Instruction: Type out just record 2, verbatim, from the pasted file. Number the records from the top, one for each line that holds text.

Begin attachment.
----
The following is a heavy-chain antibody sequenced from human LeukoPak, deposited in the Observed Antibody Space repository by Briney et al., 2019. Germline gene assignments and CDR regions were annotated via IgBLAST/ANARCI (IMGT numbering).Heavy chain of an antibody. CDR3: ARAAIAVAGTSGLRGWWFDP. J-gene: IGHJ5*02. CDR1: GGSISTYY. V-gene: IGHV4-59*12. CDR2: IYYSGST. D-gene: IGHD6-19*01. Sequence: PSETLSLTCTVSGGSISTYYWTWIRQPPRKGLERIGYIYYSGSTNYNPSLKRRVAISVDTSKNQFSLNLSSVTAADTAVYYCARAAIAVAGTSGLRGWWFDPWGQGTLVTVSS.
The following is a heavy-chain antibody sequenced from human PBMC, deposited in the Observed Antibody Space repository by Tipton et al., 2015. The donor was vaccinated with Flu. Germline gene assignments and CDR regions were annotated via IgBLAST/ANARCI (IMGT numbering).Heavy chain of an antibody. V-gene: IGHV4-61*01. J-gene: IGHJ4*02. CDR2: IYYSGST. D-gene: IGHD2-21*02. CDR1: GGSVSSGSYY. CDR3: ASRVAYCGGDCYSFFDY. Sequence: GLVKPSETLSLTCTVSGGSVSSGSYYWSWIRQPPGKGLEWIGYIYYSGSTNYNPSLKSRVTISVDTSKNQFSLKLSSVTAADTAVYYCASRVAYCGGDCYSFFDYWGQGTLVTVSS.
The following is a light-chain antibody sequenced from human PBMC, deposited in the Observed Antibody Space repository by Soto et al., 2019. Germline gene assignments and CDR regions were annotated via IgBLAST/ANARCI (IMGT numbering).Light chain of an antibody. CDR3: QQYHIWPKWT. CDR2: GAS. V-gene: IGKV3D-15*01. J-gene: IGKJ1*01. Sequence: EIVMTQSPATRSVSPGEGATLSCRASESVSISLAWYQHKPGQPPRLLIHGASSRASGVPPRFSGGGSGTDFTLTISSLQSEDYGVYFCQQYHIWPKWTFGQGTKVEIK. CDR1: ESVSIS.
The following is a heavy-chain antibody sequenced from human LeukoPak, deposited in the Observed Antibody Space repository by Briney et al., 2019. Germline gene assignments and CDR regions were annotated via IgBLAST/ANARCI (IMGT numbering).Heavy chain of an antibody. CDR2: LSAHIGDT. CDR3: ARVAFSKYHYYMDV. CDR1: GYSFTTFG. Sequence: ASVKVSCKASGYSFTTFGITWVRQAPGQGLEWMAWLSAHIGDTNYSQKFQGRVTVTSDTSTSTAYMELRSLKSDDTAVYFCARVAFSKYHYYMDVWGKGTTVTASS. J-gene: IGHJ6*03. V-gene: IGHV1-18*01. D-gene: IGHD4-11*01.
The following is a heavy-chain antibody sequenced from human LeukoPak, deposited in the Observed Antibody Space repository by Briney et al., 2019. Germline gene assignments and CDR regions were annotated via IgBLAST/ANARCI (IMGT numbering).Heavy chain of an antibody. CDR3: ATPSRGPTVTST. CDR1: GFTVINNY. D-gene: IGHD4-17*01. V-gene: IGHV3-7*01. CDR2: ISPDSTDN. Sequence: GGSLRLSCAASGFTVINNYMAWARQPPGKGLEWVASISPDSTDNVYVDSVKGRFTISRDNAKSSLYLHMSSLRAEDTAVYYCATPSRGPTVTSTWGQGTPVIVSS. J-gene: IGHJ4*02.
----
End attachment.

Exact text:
The following is a heavy-chain antibody sequenced from human PBMC, deposited in the Observed Antibody Space repository by Tipton et al., 2015. The donor was vaccinated with Flu. Germline gene assignments and CDR regions were annotated via IgBLAST/ANARCI (IMGT numbering).Heavy chain of an antibody. V-gene: IGHV4-61*01. J-gene: IGHJ4*02. CDR2: IYYSGST. D-gene: IGHD2-21*02. CDR1: GGSVSSGSYY. CDR3: ASRVAYCGGDCYSFFDY. Sequence: GLVKPSETLSLTCTVSGGSVSSGSYYWSWIRQPPGKGLEWIGYIYYSGSTNYNPSLKSRVTISVDTSKNQFSLKLSSVTAADTAVYYCASRVAYCGGDCYSFFDYWGQGTLVTVSS.